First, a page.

June 7, 2006 feature
Kondo effect in single magnetic molecules
The Kondo effect was first explained more than 40 years ago by a Japanese physicist. It opened a new chapter in the study of fundamental physics. Now, that door is being pushed open a little further, thanks to the efforts of a team of physicists at the Institute for Theoretical Physics in Aachen, Germany. Their paper, published May 17th in Physical Review Letters, is titled “Quantum-Tunneling-Induced Kondo Effect in Single Molecular Magnets,” and it offers possibilities for the further study of molecular transport.
“The Kondo effect is known from a variety of systems,” explains Walter Hofstetter, one of the authors of the paper. “However, this is the first time that it has been predicted in a magnetic molecule.” Hofstetter and his colleagues believe this discovery can be used to create a device that can be used as a spectroscopy tool that can be used to take various measurements on a quantum level.
Jun Kondo found that as the temperature approaches 0 K, the electrical resistance of an atom will be anomalously enhanced. This is known as the Kondo effect, and it represents the first known example of a situation in physics known as asymptotic freedom. Asymptotic freedom is demonstrated by coupling that, at low energies and temperatures, become non-perturbatively strong. “Until now,” Hofstetter tells PhysOrg.com, “the assumption was that this effect didn’t take place in magnetic molecules.”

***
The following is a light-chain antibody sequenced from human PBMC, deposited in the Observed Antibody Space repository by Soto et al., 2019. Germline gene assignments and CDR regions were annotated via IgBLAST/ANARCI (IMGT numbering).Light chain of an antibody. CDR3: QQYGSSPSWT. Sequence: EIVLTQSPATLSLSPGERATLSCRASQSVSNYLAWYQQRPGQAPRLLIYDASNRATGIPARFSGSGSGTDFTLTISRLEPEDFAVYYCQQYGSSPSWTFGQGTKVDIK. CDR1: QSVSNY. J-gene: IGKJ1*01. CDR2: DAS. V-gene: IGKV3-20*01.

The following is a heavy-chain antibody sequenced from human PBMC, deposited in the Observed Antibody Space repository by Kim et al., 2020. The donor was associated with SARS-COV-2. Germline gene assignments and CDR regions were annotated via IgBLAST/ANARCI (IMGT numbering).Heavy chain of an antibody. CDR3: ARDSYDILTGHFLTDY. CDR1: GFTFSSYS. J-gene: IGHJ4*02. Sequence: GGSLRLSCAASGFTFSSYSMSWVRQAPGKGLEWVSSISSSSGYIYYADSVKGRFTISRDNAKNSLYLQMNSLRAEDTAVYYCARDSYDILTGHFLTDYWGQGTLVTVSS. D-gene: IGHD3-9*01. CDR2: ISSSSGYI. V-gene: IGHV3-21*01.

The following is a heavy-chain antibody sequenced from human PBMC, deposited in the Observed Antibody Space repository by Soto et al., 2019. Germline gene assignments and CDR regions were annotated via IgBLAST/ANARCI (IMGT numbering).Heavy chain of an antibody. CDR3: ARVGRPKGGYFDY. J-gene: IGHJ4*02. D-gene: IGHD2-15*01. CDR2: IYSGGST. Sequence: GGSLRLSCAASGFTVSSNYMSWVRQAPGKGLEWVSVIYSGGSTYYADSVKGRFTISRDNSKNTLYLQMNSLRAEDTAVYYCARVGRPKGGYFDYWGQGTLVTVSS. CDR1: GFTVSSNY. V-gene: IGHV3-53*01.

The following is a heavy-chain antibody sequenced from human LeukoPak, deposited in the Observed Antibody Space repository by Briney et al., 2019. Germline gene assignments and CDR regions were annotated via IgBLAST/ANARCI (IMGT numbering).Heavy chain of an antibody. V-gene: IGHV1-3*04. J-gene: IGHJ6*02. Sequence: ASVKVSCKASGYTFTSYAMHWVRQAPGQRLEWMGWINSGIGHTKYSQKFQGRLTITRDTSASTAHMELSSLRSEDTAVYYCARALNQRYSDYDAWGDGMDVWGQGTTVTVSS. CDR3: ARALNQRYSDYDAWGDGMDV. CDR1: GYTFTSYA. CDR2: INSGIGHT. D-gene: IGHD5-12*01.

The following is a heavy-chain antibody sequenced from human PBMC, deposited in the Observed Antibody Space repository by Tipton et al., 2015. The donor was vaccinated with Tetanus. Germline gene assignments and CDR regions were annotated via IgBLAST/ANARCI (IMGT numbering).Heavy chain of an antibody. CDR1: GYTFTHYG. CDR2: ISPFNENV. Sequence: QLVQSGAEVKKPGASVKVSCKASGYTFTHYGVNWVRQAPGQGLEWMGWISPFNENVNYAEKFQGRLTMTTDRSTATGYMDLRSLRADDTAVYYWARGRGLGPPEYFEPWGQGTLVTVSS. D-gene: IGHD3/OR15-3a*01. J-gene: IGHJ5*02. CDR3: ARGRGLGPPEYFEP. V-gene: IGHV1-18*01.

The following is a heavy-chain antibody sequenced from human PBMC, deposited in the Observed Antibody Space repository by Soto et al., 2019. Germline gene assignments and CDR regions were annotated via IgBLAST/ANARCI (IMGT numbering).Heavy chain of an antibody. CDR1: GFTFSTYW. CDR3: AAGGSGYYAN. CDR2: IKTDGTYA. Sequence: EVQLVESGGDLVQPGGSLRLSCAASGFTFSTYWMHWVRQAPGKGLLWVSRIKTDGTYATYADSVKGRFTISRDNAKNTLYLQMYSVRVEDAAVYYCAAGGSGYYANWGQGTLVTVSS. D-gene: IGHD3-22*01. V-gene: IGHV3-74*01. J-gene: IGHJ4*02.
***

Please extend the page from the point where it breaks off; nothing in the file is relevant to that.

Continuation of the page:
Hofstetter and his peers have turned that assumption in its head. “There is an interplay between two effects of magnetic anisotropy in magnetic molecules, of which the first one is indeed detrimental to the Kondo effect. Using basic methods, we calculate the temperatures for the Kondo effect to show up. The new thing we discovered was that the second effect of anisotropy, the famous quantum tunneling of the molecular magnet, completely restores, and even enhances, the Kondo effect.”
“The other interesting note about this process,” Hofstetter notes, “is that the electrons involved will behave as though they have only two spin states. This is remarkable because the spin would be, in actuality, much greater. In some case the spin would be greater than 10. But even with so many spin states it behaves as if it has a spin of 1/2.”
Hofstetter says that there are “lots of practical applications in the future. The main value of this discovery is that it is a very good way to get information about molecular transport.” He and his colleagues have shown in more recent calculations that the discovery could lead to a spectroscopy tool that could find magnetic states.
“With such a spectroscopy tool,” Hofstetter explains, “You could characterize better, and get more information. It is an important first step in eventually building other devices.” He goes on to point out that when it comes to building devices of such small dimensions, such that they operate on the quantum level, a tool that can help measure such small particles is quite useful. And Hofstetter and his collaborators aren’t the only scientists who think so. He says that there are already physicists working on electron transport experiments that could make use of this discovery when it comes to analyzing the characteristics and states of magnetic molecules.
“Trapping molecules is a big challenge,” Hofstetter says. “There are few that have done it. So any tool that could help experimentalists understand the molecules that they do have better would be helpful.”
By Miranda Marquit, Copyright 2006 PhysOrg.com. All rights reserved. This material may not be published, broadcast, rewritten or redistributed.